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I've read the other questions on meringue but didn't find the answer I'm looking for. When making meringue, there are basically three types that form:

  1. Crisp shells will a uniform texture throughout.
  2. Crisp shells with a gooey texture in the middle.
  3. Gooey, marshmallow like shells.

What are the variables and ratios that predicate the type of shell predictably (e.g. temperature, time, source/type of heat, and sugar:egg ratio)? What mechanics are involved to determine the result?

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feel free to roll back my edit if it's too broad in scope; I wanted to expand the scope to provide for a more exhaustive answer –  mfg Oct 28 '11 at 21:39
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2 Answers

up vote 1 down vote accepted

I recommend watching Egg Files VII - Good Eats. It is an entire episode on meringue. http://www.youtube.com/watch?v=TmIuFX3x_ik

Important factors affecting the result:

  • temperature
  • amount of sugar
  • how the sugar is incorporated

Alton Brown explains how to make three types of meringue: french, italian, and, swiss.

Here are a tidbits of info from that episode:

French Merigue

  • add pinch of salt to egg whites
  • whip egg whites,
  • add sugar slowly until dissolved
  • add vanilla extract
  • add cornstarch and vinegar
  • bake, then turn off oven and wait 3 hours with oven door ajar low temperature 250 degrees fahrenheit

The low temperature means the meringue dries out slowly. The outside becomes dry (crisp) first, and since the temperature is dropped before water inside can escape the inside becomes soft and moist.

The acid from the vinegar helps the structure of the foam (note: new eggs are slightly acidic, so use new eggs for meringue).

The corn starch prevents any liquids from seeping out.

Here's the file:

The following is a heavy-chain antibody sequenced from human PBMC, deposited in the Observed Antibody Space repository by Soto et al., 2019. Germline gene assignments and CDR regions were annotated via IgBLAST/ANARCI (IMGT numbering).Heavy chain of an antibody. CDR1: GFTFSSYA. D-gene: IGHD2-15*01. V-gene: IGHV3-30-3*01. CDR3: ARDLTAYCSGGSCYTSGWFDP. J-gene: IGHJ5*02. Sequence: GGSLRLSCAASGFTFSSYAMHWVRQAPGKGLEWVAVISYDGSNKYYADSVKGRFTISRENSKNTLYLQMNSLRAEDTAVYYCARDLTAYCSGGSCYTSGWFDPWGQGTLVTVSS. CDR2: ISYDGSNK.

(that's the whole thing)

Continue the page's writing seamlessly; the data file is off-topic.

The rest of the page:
Swiss

  • add pinch of salt to egg whites
  • dissolve sugar in egg whites
  • whip on medium while heating (Alton uses a hair dryer!)
  • wait until the temperature hits 140 degrees fahrenheit
  • kill heat
  • whip on high

  • These meringues were poached

These meringues becomes very gooey inside. Note: Hot water can dissolve more sugar than cold water. Sugar keeps water in the final product.

Italian

  • whip egg whites with a litle salt and vanilla extract
  • make hot sugar syrup with sugar and corn syrup
  • slowly drizzle syrup into foam while mixing
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Thank you for this information and the link to the video. It will be useful. However, it didn't really answer the question. To clarify my question a little. I'm using a recipe similar to the French Meringues. What factors affect the crip/goo of the final meringue. –  Rincewind42 Oct 31 '11 at 13:54
    
What differences are there between your recipe and the french meringue recipe above? –  soegaard Oct 31 '11 at 20:09
    
Found this rather thorough explanation of the chemistry of meringue: semester52.wikispaces.com/… It is slightly more detailed than most explanations. It doesn't answer your question directly, but there is a list of references to scientific literatur that might be worth to seek out. –  soegaard Oct 31 '11 at 20:28
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Weather is also a factor. Meringues go crispier when it's a dry cool day out. (High pressure). Don't even bother trying on a low pressure foggy day.

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